Consequently, it was impossible to understand the UI conversation. This hampered both the design team’s internal communication and each team member’s ability to experience how the design would feel to a user. Those screens could have just as easily been part of a single, coherent story line, incorporating consistent and carefully selected content to move through the interactive states.
When a coherent conversation / story line is created, the wireframes can be used within the design team, but also by the design team to clearly explain ideas to other company stakeholders, or as the backbone for a mockup to test with potential customers. UI designers end up doing less work this way, because the wireframes serve many different needs.
What to do: Construct “vignettes” — short sequences of screens that storyboard compelling and realistic interactions, each using consistent exemplary data. Focus on maintaining story continuity. Build a quick prototype using a tool such as InVision or simply print the screens from your Sketch document and look through them in order, focusing on one at a time. These types of design artifacts provide everyone with the ability to assess the entire design through a user’s eyes.
5. Don’t forget about time
If your app is successful, your user is going to do something today, based on something she did yesterday, and hopefully she’ll do something again in a few hours or days or weeks. How will your app deal with history, with the present, with the future? The design team must think about the representation of a user’s data at all points in time.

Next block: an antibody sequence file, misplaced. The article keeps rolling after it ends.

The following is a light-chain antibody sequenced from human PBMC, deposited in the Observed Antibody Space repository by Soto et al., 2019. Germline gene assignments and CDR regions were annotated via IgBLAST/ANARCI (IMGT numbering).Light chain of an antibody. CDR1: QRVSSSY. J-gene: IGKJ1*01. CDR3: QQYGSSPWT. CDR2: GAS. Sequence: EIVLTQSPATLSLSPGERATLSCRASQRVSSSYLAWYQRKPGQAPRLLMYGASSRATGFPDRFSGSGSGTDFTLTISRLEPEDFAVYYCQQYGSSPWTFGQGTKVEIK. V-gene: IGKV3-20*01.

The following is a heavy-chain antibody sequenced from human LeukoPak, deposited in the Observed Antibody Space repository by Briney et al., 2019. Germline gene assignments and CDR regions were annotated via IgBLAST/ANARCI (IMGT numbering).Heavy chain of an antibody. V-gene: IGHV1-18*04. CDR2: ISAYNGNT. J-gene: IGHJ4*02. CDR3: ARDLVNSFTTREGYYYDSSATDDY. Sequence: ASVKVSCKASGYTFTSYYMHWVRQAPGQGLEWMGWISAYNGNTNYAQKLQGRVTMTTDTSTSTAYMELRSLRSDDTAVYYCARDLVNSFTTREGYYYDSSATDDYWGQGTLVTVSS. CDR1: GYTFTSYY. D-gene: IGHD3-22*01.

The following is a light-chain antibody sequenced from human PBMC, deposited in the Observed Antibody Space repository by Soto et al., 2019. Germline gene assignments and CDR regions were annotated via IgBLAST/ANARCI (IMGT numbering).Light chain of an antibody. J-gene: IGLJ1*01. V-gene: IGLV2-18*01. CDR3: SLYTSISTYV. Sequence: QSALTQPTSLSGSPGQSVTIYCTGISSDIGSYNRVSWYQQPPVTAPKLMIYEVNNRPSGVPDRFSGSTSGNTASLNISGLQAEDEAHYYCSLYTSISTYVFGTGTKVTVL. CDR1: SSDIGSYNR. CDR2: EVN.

An app’s content changes and grows as a user interacts with it, which means the design team must think about vastly different quantities of data. If you only explore one time slice, you’re not really constructing a comprehensive UI framework.
What to do: Carefully consider early use, mid-use, and one year down the road — to ensure the design scales. Then cycle back and think about the first use. First use is a brief timeframe, but it’s critical to user acceptance and it’s typically fairly unique. First use is where concepts are introduced, where the app’s value must be made apparent — even if no user data yet exists! — and where set up work typically needs to occur. If your users don’t ever get on board, they are not going to be there for anything else.